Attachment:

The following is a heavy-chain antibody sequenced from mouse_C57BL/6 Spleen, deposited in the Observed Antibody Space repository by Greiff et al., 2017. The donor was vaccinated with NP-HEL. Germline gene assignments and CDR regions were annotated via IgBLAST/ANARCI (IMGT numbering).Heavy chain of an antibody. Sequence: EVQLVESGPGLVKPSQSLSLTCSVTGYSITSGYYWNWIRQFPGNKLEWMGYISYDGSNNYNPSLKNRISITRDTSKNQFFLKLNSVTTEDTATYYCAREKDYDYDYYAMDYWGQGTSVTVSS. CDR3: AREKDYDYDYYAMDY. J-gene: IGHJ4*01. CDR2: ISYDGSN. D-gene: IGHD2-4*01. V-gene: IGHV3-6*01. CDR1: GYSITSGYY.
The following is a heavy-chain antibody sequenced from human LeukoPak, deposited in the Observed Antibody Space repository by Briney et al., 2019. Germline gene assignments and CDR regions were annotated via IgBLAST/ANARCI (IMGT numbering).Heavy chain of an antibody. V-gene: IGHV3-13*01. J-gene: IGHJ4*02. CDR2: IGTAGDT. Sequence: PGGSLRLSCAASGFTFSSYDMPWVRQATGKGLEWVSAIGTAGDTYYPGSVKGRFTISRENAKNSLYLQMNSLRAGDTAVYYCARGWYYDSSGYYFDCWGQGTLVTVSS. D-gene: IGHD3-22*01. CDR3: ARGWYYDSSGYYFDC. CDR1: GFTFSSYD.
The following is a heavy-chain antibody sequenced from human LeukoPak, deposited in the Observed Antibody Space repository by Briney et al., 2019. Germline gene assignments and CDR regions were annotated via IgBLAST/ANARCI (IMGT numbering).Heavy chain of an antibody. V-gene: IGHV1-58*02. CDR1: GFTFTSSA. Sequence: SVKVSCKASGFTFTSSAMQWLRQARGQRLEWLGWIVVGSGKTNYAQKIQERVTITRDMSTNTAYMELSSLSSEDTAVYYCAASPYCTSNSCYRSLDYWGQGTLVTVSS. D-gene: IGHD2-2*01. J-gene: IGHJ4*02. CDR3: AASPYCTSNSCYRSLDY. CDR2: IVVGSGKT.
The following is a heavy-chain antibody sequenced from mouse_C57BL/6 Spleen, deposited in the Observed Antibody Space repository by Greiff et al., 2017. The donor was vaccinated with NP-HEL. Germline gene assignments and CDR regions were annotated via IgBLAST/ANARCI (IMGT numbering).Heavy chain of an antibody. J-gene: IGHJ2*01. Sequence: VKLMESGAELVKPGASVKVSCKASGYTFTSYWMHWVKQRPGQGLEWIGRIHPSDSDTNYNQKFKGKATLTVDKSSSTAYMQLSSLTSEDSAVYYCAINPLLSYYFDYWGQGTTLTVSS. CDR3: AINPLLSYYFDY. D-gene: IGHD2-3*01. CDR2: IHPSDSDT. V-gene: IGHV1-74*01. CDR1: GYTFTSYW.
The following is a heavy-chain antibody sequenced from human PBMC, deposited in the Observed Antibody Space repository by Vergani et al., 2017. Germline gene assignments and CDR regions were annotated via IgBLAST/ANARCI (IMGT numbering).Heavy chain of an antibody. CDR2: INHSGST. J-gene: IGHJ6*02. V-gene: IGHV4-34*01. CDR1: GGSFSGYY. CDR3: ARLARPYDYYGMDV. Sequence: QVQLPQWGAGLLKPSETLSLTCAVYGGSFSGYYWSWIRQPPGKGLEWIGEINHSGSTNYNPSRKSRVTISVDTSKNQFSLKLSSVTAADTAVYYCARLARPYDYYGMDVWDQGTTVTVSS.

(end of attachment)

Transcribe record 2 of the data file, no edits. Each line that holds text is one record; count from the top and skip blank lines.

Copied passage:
The following is a heavy-chain antibody sequenced from human LeukoPak, deposited in the Observed Antibody Space repository by Briney et al., 2019. Germline gene assignments and CDR regions were annotated via IgBLAST/ANARCI (IMGT numbering).Heavy chain of an antibody. V-gene: IGHV3-13*01. J-gene: IGHJ4*02. CDR2: IGTAGDT. Sequence: PGGSLRLSCAASGFTFSSYDMPWVRQATGKGLEWVSAIGTAGDTYYPGSVKGRFTISRENAKNSLYLQMNSLRAGDTAVYYCARGWYYDSSGYYFDCWGQGTLVTVSS. D-gene: IGHD3-22*01. CDR3: ARGWYYDSSGYYFDC. CDR1: GFTFSSYD.